Marty's career with the Reds is also roughly the "modern era" of baseball: the American League adopted the DH rule in 1973, Hank Aaron broke the homerun record and played his last season with the Braves in 1974, and the Reds and Red Sox thrilled a new generation of fans in the World Series in 1975. My parents graduated college and got married in 1974. It is roughly the beginning of "living memory" for a middle-aged fan today.
Anyways, this is the same roster as the original team I made in late April, with one exception. I decided to accept a reader's criticism and replace Dan Driessen with Sean Casey as the back-up first baseman. Because he had 600 more plate appearances, Driessen was worth half a win more than Casey above replacement. But The Mayor was worth about 3 wins above the major league average, whereas Driessen was roughly average over the course of his Reds career.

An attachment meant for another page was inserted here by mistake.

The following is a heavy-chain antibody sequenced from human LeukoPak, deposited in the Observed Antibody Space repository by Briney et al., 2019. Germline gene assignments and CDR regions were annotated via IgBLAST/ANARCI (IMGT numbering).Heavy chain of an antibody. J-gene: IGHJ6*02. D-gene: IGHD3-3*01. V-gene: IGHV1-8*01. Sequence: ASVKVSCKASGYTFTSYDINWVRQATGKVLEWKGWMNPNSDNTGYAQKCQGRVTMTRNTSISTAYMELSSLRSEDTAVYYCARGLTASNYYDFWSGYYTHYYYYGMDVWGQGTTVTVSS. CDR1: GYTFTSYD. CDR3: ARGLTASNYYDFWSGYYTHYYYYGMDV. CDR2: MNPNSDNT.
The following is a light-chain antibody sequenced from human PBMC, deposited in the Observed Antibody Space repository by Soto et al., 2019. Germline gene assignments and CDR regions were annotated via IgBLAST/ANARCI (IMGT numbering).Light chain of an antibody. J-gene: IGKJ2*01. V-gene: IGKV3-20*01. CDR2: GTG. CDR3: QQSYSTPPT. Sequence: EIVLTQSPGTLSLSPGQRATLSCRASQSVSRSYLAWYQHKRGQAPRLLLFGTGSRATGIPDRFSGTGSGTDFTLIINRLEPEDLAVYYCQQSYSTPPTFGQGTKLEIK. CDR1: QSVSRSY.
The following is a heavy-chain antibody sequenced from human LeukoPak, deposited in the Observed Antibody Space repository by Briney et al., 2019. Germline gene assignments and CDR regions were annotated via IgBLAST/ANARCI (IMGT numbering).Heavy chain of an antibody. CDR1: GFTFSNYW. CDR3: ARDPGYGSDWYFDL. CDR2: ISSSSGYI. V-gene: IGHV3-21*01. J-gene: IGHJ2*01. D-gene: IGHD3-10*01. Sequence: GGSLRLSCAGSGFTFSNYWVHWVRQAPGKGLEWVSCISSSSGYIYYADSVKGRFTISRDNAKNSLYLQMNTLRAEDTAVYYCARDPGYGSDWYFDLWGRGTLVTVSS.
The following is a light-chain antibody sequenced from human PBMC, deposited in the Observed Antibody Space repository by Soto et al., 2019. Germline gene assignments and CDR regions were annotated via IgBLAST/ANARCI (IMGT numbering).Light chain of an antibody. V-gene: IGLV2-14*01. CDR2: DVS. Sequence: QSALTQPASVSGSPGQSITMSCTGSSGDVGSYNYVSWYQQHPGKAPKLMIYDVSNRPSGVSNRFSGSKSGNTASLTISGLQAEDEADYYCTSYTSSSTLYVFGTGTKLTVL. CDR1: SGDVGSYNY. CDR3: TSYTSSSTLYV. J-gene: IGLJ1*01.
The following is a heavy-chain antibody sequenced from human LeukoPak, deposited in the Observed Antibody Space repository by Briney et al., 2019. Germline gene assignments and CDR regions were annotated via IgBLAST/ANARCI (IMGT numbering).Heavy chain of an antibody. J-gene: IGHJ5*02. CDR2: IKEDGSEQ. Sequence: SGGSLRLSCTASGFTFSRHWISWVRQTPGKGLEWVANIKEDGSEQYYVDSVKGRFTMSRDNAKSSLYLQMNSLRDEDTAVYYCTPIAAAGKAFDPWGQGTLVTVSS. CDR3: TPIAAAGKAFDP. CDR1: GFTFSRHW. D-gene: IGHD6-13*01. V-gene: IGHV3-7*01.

Also, Bronson Arroyo (God rest his career) was so bad in his comeback attempt (-1.6 WAR in 2017) that he has slipped into a 4th-place tie with Tom Browning in pitching WAR.
You can find my pained rationale for leaving Adam Dunn off the team, as well as full rankings for every position, in the original post.
The rules: highest career WAR while playing for the franchise from 1974 to 2017; roster mix of 5 starting pitchers, 5 relievers, and 7 bench players; minimum 200 games at a position for position players, 50 games started for starters, and 100 relief appearances for relievers.
In the stats listed below, WAR is the player's career total with the franchise, but other counting stats are at a per-season rate (162 games for position players, 34 starts for starting pitchers, and 68 relief appearances for relievers).
|RF||Ken Griffey Sr.||24.5||.301||9||61||21||.369||.431|
|OF||Ken Griffey Jr.||12.7||.270||36||103||3||.362||.514|